Centre for Bioengineering and Biotechnology
University of Waterloo, East Campus 4, Room 2001
200 University Avenue West
Waterloo , Ontario, N2L 3G1 Canada
519-888-4567 Ext 32732
Intelligent drug delivery system design (dermal, transdermal, transmucosal, ocular, and intranasal) for Dermatology, Ophthalmology, Cancer, Immunology (Glaucoma, neural degenerative disorders, HPV, LSIL/CIN I, cervical cancer, Scleroderma)
Non-invasive drug delivery technologies, biomolecular devices
Gene therapy, protein, and vaccine development
Nanomedicine, pharmaceutical development
Nanotoxicology (nanomaterials, bioimaging, biomarkers)
[Waterloo Stories] July 5, 2012 "Revolutionary drug delivery"
Bioinformatics tools (protein structures, genome mapping, conducting homology searches)
Protein structure prediction, and automated NMR protein structure determination
Stem cell image recognition
Canada Research Chair in Bioinformatics [Canada Research Chair Profile]
The Royal Society of Canada Fellow
[Waterloo Stories] April 5, 2013 "RSVP: Responding to a need"
[Waterloo Stories] July 6, 2012 "Solving life's big issues, one question at a time"
We develop microrobots for medical applications. The goal is to develop more targeted, active, but less invasive strategies for drug or cell delivery with the help of wireless, autonomously moving microrobots. One strategy is to combine biological elements with artificial components in a biohybrid approach. The biological component (cells, molecules) can serve as power source, loading unit or structural unit.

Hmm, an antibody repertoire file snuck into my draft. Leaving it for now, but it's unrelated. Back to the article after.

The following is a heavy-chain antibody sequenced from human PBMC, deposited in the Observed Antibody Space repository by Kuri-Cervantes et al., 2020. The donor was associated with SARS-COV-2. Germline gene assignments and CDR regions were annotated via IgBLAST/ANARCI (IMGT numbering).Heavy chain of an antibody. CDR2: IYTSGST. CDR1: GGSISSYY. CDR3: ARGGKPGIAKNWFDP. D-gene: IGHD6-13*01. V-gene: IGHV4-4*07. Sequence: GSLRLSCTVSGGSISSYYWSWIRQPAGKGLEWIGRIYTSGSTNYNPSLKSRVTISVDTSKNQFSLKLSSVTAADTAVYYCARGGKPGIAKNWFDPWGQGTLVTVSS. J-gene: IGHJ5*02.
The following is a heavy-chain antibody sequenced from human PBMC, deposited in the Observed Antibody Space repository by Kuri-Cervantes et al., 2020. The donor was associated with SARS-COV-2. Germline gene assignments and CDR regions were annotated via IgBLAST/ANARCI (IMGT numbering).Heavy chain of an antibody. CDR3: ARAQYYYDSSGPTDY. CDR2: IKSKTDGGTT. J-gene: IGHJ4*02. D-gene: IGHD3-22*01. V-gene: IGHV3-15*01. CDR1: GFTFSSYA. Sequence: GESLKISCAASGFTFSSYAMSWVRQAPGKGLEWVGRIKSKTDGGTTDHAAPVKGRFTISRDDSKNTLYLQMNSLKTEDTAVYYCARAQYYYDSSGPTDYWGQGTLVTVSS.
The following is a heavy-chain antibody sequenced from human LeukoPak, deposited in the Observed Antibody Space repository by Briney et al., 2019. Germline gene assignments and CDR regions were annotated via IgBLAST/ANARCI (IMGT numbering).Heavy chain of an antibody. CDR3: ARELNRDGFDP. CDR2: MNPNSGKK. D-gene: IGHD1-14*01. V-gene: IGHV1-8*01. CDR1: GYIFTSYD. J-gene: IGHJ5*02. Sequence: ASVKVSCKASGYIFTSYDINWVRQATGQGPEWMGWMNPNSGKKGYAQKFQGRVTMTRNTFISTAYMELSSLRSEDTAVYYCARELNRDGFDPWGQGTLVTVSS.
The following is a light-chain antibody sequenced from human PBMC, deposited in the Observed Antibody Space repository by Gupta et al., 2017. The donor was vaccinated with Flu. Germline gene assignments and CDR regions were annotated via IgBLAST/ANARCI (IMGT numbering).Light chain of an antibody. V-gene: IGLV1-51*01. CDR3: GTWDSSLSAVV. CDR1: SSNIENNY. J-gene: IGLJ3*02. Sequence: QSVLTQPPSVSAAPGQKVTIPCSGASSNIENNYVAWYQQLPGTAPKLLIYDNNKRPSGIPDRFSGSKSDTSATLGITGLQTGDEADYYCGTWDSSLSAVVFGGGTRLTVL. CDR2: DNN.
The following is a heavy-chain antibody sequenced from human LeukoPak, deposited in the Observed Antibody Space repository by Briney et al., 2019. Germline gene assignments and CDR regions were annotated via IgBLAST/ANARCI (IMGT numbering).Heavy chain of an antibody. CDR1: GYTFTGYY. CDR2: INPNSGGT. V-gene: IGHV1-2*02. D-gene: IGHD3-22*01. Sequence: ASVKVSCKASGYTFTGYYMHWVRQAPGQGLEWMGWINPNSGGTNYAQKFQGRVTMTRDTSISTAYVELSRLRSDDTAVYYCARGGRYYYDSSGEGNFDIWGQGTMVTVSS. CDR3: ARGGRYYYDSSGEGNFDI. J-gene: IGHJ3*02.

One example is the "spermbot" - a sperm cell remotely controlled with magnetic fields: https://phys.org/news/2014-01-sperm-bots-desired-video.html
Another example is IRONSperm: a magnetically functionalized nonmotile sperm driven by magnetic fields:https://www.science.org/doi/10.1126/sciadv.aba5855
Inspired by the motion of sperm, we also develop small scale flexible magnetic robots for noninvasive surgery (coming soon). I am also interested in reproductive biology and research that elucidates reasons for infertility. We look into the mechanisms of sperm migration and some interesting phenomena, such as sperm bundling (publication online soon)
Cell and Developmental Biology
Stem cells, nanofabrication and advancement of biomaterials in healthcare technologies to repair, replace or regenerate damaged tissue and organ structures
Fabrication and application of nano-structure for biomedical applications in neural, vascular, and cornea tissue engineering
Biomaterial approach to study ex-vivo pluripotent stem cell expansion
Modulation of cell behavior with nanotopography
Topography-regulation of stem cells lineage commitment and differentiation
Differentiation of adult and pluripotent stem cells with nanotopography
The University of Waterloo acknowledges that much of our work takes place on the traditional territory of the Neutral, Anishinaabeg and Haudenosaunee peoples. Our main campus is situated on the Haldimand Tract, the land granted to the Six Nations that includes six miles on each side of the Grand River. Our active work toward reconciliation takes place across our campuses through research, learning, teaching, and community building, and is co-ordinated within the Office of Indigenous Relations.